Back to the ramp discussion, and on to the technology ramp. He points out that our planet is very much like a group of extremely clever bored teenage hackers trapped in a guest house equipped with a chemistry lab, all sorts of electronics, etc. What is the inevitable result? The house blows up. “Boredom is the most powerful force in the universe to smart people.” and “Armageddon is a disease of young men.” Because of that, there is an inherent tendency towards an academic desire for stasis, for completeness, where everything just stays the same (I’d say that this is extremely related to the conservative movement’s desire to turn back the clock to the happy days of the 50s). But it’s impossible. As we all grow more connected in an attempt to create wealth, we are also creating hazards as well. Most technology is value-neutral; it can be used for constructive or destructive things. So the technology ramp is also the ramp of being able to do increased damage to each other. He detoured again into the history of arms races, starting with the Greeks who realized they could overcome being outnumbered by fighting as a synchronized unit in a phalanx. They kicked off an organizational theory arms race that basically hit its own singularity when the atomic bomb was created, whereby everybody dies if a war happens. But because the technology ramp enables and encourages increasing technology without bounds, he feels that it will inevitably lead towards self-destruction as well, since if the technology exists, he thinks people will be unable to resist using it.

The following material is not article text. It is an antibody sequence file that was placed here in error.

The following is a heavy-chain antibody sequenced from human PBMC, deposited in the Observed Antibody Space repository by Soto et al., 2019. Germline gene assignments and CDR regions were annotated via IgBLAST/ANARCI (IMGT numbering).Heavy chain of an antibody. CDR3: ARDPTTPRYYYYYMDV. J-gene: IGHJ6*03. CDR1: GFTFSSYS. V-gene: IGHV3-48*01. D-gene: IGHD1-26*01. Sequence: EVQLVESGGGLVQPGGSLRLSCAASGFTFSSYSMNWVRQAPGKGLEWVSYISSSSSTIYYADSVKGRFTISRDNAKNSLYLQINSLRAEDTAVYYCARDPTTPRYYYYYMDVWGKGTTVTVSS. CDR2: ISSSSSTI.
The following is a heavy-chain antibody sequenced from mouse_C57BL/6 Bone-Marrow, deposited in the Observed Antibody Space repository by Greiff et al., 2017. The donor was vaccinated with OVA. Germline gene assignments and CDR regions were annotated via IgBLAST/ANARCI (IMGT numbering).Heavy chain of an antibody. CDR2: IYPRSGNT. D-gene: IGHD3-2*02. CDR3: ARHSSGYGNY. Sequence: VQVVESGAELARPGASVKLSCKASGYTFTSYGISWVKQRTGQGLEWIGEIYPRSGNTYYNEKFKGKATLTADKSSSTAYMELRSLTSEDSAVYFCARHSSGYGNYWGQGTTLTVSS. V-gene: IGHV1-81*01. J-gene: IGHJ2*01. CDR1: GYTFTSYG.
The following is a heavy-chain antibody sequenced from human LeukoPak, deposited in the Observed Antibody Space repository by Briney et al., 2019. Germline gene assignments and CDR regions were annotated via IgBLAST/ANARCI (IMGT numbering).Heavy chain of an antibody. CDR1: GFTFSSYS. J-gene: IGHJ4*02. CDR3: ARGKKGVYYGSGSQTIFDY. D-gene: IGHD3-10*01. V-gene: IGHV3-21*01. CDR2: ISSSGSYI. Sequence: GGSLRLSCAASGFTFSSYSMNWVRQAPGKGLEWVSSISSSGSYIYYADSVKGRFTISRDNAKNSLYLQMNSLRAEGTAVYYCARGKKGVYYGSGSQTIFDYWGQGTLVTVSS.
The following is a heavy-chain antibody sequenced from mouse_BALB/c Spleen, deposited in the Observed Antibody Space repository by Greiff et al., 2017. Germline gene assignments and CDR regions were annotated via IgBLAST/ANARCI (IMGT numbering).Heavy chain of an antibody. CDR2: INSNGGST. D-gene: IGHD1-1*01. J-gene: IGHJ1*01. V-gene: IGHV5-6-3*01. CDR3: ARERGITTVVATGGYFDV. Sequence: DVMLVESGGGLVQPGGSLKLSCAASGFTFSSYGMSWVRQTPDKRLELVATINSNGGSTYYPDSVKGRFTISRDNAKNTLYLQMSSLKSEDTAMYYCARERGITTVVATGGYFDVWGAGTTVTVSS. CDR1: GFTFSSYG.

So he dismissed both the moral and the technology ramp because they were inherently self-destructive. But he proposed some other criteria for a good ramp. One quality is that it needs to be challenging for smart people; again, smart people get bored easily – they need to be engaged, or they’ll go off and blow things up. It needs to be fascinating in a non-destructive fashion. It needs to sustain interest in technology without the accompanying tendency to kill ourselves. He believes that we are at the stage where we need to turn away from the technology ramp and to the McLuhanesque ramp. He feels that we are not at the edge of technology transition, as the proponents of the Singularity would have you believe, but at the edge of a cultural transition.

Then he got really distracted for a bit. He discussed the cephalopods that he brought up in the talk I saw several years ago, except that this time he had a video of the mimic octopus, which are just mind-blowing. Nobody in the room believed it was real – they all thought it was computer animation. The octopus can control both its skin color on a pixel-by-pixel basis, and distort its shape using muscles under the skin to mimic its background incredibly well. The video clip in question had a scuba diver sneak up on one that was hiding in a bush, and we all were shocked when it suddenly appeared and swam away. Even on a frame-by-frame rate. Very neat stuff. Roger Hanlon from Wood’s Hole is the marine biologist that he references, but I haven’t had a chance to follow up.